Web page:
Washington, 25 February 1999 (RFE/RL) -- The United States has warned Serbia against launching a spring military offensive in Kosovo, saying such a move would be a grave mistake.
Secretary of State Madeleine Albright told members of the U.S. Congress on Wednesday that Serbian troop movements indicate Belgrade has not given up on the idea of trying to crush the ethnic Albanians in the independence-minded province.
Testifying before the Senate Foreign Relations Committee, Albright said the U.S. goal in the next two weeks is to make sure that the Serbs will abandon entertaining any idea of military action. The secretary of state said she wanted to convey an unambiguous warning to Belgrade on this matter.
Albright returned to Washington from France late Tuesday after negotiations between the Serb and Kosovo Albanians failed to produce a complete agreement on a plan for Kosovo autonomy and a NATO peacekeeping force. The two sides, however, made some progress and agreed to resume talks next month. Albright said:
"We did not reach full agreement, but we did hammer out a viable plan for autonomy and democracy in Kosovo through an interim political settlement. And we made progress on and clarified, although we didn't settle, the security issues."
Albright said Yugoslav President Slobodan Milosevic remains the chief obstacle to a settlement of the Kosovo conflict, in which an estimated 2,000 people have died in one year.
"The parties have agreed to meet again on March 15th. In the interim, we call upon both sides to refrain from acts of provocation and violence and to respect fully the security of the Kosovo verification mission. Officials in Belgrade know that NATO's authority to use force, if necessary, remains in effect."
Albright said the proposed interim agreement put forward by the so-called Contact Group nations is the best deal either side will get. Under the accord, Kosovo would have autonomy and 28,000 NATO peacekeeping troops, including about 4,000 Americans, would be stationed on the ground. Kosovo, with a population of 1.8 million ethnic Albanians, would remain part of Serbia.
"If a settlement does occur, the United States will participate with NATO and its partners in implementing it. There are compelling reasons for this. Kosovo lies within the Balkans, where there is no natural border to conflict. A new explosion of fighting in Kosovo could expand into regional hostilities that could cause massive suffering, displace tens of thousands of people, undermine civility throughout South-Central Europe, and directly affect our key allies."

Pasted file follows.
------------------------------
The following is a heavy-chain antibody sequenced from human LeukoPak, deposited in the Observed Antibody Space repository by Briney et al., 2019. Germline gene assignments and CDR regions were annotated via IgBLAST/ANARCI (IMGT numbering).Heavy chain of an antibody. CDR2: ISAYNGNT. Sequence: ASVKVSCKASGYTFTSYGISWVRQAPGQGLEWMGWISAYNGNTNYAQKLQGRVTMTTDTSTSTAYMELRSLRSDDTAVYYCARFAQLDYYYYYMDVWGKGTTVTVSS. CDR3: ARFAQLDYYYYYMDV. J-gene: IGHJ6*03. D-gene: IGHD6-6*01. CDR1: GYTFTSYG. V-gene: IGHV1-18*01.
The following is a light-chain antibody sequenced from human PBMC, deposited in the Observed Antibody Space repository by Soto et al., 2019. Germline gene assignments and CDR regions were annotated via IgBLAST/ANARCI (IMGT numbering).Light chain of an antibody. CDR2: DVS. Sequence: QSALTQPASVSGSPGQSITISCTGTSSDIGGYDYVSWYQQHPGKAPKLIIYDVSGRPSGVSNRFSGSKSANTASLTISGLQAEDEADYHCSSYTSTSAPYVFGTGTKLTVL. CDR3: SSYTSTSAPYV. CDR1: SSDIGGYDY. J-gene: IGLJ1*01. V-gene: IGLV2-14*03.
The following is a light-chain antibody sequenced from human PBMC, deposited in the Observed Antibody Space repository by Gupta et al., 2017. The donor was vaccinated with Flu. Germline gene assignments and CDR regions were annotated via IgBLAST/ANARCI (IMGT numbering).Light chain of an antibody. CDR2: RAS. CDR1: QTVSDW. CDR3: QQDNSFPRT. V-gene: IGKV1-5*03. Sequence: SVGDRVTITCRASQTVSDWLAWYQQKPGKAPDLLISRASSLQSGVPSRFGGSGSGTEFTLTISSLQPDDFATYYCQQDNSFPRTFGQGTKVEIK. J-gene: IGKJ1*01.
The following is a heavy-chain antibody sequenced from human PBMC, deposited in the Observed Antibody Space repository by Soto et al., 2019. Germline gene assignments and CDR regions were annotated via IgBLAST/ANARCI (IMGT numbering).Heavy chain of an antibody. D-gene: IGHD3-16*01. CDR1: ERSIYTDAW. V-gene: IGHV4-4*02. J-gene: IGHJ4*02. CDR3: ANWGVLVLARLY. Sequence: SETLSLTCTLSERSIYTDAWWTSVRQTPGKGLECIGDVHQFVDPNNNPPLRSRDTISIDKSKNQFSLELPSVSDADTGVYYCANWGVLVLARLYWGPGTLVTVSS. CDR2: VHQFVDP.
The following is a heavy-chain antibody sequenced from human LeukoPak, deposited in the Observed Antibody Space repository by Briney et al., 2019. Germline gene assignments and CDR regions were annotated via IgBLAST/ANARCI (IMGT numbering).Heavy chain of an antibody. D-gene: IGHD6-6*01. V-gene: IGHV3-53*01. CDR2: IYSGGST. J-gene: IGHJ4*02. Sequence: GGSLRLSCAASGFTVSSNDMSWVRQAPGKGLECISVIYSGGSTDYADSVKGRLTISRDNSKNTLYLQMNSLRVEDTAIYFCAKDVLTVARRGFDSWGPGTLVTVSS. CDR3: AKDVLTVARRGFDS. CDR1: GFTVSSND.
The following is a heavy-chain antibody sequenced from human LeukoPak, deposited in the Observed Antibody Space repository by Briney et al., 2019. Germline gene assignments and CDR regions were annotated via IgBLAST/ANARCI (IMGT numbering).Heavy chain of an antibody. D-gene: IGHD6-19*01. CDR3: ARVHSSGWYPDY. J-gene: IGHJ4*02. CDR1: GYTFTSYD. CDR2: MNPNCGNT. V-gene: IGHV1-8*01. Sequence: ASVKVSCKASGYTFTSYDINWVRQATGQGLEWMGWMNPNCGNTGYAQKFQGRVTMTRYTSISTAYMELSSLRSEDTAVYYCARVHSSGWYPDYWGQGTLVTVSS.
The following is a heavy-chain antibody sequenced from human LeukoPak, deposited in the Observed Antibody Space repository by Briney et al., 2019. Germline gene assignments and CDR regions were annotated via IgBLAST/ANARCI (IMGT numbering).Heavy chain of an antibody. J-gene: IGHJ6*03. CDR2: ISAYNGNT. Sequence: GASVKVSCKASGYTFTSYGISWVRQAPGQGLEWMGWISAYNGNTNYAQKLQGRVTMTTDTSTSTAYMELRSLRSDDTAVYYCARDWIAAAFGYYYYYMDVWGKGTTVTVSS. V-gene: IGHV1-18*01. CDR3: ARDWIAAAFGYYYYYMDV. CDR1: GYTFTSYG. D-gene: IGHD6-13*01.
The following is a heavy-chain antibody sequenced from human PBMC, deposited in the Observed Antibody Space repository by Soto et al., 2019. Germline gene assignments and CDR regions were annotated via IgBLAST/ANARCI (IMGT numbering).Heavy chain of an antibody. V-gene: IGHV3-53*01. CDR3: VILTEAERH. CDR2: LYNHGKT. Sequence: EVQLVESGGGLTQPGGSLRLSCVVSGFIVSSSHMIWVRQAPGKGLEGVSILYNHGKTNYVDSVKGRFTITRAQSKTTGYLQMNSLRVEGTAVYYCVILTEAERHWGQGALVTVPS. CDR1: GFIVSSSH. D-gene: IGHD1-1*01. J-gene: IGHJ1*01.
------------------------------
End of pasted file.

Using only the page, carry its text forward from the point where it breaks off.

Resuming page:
Albright described Kosovo as a critical test for NATO and other institutions promoting security and stability in Europe.
"If we fail in our resolve, we will weaken the institutions we rely upon, not only in the Balkans, but also throughout the continent. That is a weakness we cannot risk and must not allow."
Albright said peace must have a chance in Kosovo.
"The people of Kosovo, whether ethnic Albanian, Serb or other, deserve to live in democracy and peace. They deserve to have their rights and heritage respected. And I'm convinced that by far the majority of respected leaders within the Kosovar Albanian community support the interim agreement we proposed and they helped to refine."
She reiterated the U.S. position that NATO would strike Serb military targets if Milosevic frustrates a final peace agreement.
"It was his brutal campaign of repression that gave birth to the KLA (the Kosovo Liberation Army), and it was at his orders that so much of the worst violence and suffering has occurred. Milosevic no longer has a choice. If the Kosovar Albanians accept the interim agreement, Milosevic must too or face the consequences."
President Bill Clinton said at the White House late Wednesday that the Serbs do not want to accept the presence of NATO troops in the country because they see it as a violation of their sovereignty. But Clinton said large-scale and violent suppression of a people is not just an internal matter.
Clinton said that the United States for decades has sought a democratic, peaceful and united Europe. He said that with the end of the Cold War, that aim has been achieved. But Clinton added, events in the Balkans can undermine this achievement.